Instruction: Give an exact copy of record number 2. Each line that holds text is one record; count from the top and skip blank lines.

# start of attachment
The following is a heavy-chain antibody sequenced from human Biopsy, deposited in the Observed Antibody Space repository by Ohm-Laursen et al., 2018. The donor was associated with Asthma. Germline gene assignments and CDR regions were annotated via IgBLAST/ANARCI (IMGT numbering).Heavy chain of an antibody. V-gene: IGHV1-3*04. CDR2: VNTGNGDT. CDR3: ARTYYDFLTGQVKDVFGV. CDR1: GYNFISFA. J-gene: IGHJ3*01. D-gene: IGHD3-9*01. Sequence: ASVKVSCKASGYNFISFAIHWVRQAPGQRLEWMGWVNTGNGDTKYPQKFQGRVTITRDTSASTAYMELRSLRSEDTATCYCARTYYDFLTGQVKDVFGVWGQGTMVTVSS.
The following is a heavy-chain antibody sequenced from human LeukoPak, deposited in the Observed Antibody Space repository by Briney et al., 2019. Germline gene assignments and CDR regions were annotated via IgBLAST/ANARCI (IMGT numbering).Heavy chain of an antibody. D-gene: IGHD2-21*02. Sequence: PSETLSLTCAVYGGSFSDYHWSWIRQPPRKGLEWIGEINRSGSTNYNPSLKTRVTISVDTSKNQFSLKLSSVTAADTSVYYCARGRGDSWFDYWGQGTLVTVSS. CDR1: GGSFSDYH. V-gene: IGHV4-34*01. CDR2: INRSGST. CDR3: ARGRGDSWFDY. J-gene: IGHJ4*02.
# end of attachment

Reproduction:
The following is a heavy-chain antibody sequenced from human LeukoPak, deposited in the Observed Antibody Space repository by Briney et al., 2019. Germline gene assignments and CDR regions were annotated via IgBLAST/ANARCI (IMGT numbering).Heavy chain of an antibody. D-gene: IGHD2-21*02. Sequence: PSETLSLTCAVYGGSFSDYHWSWIRQPPRKGLEWIGEINRSGSTNYNPSLKTRVTISVDTSKNQFSLKLSSVTAADTSVYYCARGRGDSWFDYWGQGTLVTVSS. CDR1: GGSFSDYH. V-gene: IGHV4-34*01. CDR2: INRSGST. CDR3: ARGRGDSWFDY. J-gene: IGHJ4*02.